Among the public market debuts that occurred over the past year or so, Opendoor Technologies (NASDAQ:OPEN) may be among the most fortuitous. Initially, the novel coronavirus pandemic suggested that nothing related to real estate would be worthwhile, which of course clouded Opendoor. But because of the public health crisis, OPEN stock became one of the most compelling risk-on trades.
As you may recall, Opendoor specializes in combining connectivity solutions and artificial intelligence to take the stress out of the home buying and especially selling process. On the latter end, those who want to move from one place to another have logistical hurdles to overcome. Basically, you don’t want to sell your home before you’re ready, causing a nightmarish scenario. But also, you don’t want to sell too late; otherwise, you’re paying two mortgages.
Through Opendoor’s distinct (though not necessarily unique) platform, you can sell instantly to Opendoor but move out on your schedule. Also, you have the option of listing with Opendoor, which should help you save on fees. With the chaos that the pandemic created, the narrative for OPEN stock suddenly brightened.
As well, the underlying company offered a viable alternative to the homebuying process. At the start of the pandemic, the situation appeared apocalyptic. However, buyers came out in droves, bidding up home valuations to ridiculous levels. With Opendoor, the company provided its clients with a capital-backed solution, making their offers as good as cash.
Thus, on every front, Opendoor had a technology-driven answer, which bolstered OPEN stock. At its peak on Feb. 11, 2021, the shares were just a few cents shy of closing at $36. But as you can see from the chart today, that narrative changed for the worse.
OPEN Stock Getting a Reality Check
With OPEN stock languishing between $14 to $16 over the past few weeks, we have two schools of thought. Either this is a discounted opportunity or this is a troubled name to avoid.
At this point, I’m leaning toward the latter. That’s not to say that Opendoor is a bad company, because it’s not. Rather, I think the housing market is mathematically stretched beyond its limits.
Immediately, that sentiment will draw criticism from many investors, particularly those in the real estate industry. You’ll often hear that this situation is different from the last housing bubble because homeowners today are financially much stronger. Further, housing advocates point to chronically low inventory and suggest that this will continue to boost home prices.
Really? I’m beginning to believe that the inventory argument is overplayed because we’re already sitting on massive inventory. One of the main reasons for the shortage is that Covid dampened appetites to move. Now that the crisis is abating, more people will feel comfortable putting their homes up for sale because guess what? People and their circumstances change.
Now, homeowners are indeed stronger than they were in the last housing crisis so you probably won’t see a wave of foreclosures. But you have to think about this: money or commodities of value is a finite resource. Therefore, if we see an influx of extreme demand like we did over the trailing year, this means that future demand (say in 2022, 2023) will almost surely decline.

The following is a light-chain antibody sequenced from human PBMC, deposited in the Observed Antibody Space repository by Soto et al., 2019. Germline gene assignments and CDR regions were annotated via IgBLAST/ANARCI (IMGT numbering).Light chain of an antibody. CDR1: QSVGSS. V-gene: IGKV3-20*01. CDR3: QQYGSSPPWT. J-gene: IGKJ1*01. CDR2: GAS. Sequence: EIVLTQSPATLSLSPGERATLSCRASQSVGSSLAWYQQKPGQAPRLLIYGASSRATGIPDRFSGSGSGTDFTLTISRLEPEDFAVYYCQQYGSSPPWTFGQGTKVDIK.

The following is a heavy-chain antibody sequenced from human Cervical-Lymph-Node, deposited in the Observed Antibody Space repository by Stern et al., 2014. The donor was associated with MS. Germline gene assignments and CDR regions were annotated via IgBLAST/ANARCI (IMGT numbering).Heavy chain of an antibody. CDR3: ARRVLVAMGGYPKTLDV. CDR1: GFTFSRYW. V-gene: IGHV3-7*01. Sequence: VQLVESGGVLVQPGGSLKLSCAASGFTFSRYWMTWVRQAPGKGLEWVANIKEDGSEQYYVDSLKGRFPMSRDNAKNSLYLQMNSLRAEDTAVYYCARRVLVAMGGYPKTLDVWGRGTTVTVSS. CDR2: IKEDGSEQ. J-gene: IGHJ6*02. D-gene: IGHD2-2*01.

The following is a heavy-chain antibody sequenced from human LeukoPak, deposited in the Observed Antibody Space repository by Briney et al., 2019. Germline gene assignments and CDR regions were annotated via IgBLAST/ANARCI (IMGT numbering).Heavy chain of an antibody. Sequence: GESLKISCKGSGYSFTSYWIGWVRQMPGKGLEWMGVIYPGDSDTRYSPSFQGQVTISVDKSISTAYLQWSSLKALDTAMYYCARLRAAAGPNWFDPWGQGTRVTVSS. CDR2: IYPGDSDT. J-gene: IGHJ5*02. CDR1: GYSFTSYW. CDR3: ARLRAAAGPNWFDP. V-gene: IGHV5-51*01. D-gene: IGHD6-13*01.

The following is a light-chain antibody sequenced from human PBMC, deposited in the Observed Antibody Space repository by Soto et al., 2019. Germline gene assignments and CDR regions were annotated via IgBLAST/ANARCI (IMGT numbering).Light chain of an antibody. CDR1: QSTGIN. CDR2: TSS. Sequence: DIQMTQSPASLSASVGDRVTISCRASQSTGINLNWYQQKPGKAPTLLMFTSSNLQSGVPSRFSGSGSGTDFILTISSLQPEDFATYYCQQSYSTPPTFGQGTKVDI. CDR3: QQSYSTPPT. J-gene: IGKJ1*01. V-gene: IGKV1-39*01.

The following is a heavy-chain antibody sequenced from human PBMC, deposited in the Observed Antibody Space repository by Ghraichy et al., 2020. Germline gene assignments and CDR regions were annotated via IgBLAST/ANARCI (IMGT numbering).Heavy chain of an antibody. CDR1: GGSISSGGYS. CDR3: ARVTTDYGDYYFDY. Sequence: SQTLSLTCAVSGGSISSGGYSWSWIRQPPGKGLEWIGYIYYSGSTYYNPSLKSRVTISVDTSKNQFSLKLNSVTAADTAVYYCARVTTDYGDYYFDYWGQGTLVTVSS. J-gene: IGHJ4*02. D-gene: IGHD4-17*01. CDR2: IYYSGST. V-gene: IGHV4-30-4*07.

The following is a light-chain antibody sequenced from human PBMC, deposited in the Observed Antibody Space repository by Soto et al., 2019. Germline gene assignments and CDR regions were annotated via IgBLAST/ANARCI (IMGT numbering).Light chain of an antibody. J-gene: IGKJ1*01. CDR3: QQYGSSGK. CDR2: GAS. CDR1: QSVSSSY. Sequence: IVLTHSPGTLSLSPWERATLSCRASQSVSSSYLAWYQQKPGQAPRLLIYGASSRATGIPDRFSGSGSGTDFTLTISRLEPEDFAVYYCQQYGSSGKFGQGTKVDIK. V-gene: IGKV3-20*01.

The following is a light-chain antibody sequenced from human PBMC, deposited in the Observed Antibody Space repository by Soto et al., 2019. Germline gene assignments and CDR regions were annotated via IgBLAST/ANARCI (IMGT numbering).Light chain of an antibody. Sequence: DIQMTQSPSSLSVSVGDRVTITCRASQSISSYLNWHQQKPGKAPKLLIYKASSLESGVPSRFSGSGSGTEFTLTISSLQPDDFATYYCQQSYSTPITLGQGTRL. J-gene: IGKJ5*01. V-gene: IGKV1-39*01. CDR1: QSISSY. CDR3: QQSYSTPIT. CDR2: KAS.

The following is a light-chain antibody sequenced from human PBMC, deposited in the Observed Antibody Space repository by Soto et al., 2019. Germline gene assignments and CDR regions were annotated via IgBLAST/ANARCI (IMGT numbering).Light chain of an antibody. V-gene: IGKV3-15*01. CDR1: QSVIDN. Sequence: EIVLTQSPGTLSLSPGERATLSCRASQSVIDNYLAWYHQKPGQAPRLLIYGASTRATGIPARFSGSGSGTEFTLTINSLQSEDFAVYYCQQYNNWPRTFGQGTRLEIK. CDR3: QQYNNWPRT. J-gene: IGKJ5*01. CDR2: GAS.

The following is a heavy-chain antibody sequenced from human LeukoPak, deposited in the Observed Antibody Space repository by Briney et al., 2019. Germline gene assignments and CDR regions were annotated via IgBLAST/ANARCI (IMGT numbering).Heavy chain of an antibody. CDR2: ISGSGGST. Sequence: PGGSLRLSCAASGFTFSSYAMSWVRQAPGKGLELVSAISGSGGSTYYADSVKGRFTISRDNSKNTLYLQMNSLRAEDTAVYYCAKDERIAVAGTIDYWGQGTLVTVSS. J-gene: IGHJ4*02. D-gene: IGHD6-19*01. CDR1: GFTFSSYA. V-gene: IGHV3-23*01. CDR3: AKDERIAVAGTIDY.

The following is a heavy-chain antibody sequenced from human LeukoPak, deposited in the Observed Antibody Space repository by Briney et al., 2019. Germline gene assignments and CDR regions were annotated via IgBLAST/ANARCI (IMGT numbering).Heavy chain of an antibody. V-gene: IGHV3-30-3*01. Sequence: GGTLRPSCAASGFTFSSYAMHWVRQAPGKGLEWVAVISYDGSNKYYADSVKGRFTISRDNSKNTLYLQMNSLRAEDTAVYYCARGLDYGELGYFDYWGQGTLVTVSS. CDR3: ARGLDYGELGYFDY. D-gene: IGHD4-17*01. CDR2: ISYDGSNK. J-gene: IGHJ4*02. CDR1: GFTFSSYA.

In other words, people who would have been buyers in 2022 decided to push up their purchasing schedule to last year and this year, leaving a future demand gap. And that suggests that the financial performance underlining OPEN stock over the past few quarters is about as good as it will get.
The Context of That Quarterly Report
As my InvestorPlace colleague Alex Sirois mentioned in his analysis of OPEN stock, its first quarter earnings report left observers with mixed feelings. Yes, Opendoor delivered resounding revenue growth compared to Q4 2020. But against the year-ago comparison, it was not flattering in the least.
Some might assume that OPEN stock stumbled because of that negative optic. However, I like to think that it’s what I mentioned above. Astute investors know that markets — whether equities, housing or freaking cryptocurrencies — never go up indefinitely. Therefore, if Opendoor is posting negative growth in Q1 2021, what will Q1 2022 or 2023 look like?
If indeed future demand has been pushed up as I suspect, this will be the housing equivalent of robbing Peter to pay Paul. Things might look amazing now but it will only worsen later as the housing market cools from its heady Covid days. That’s a risk that apparently, many investors don’t want to take.
And for what it’s worth, I don’t blame them.
On the date of publication, Josh Enomoto did not have (either directly or indirectly) any positions in the securities mentioned in this article. The opinions expressed in this article are those of the writer, subject to the InvestorPlace.com Publishing Guidelines.
A former senior business analyst for Sony Electronics, Josh Enomoto has helped broker major contracts with Fortune Global 500 companies. Over the past several years, he has delivered unique, critical insights for the investment markets, as well as various other industries including legal, construction management, and healthcare.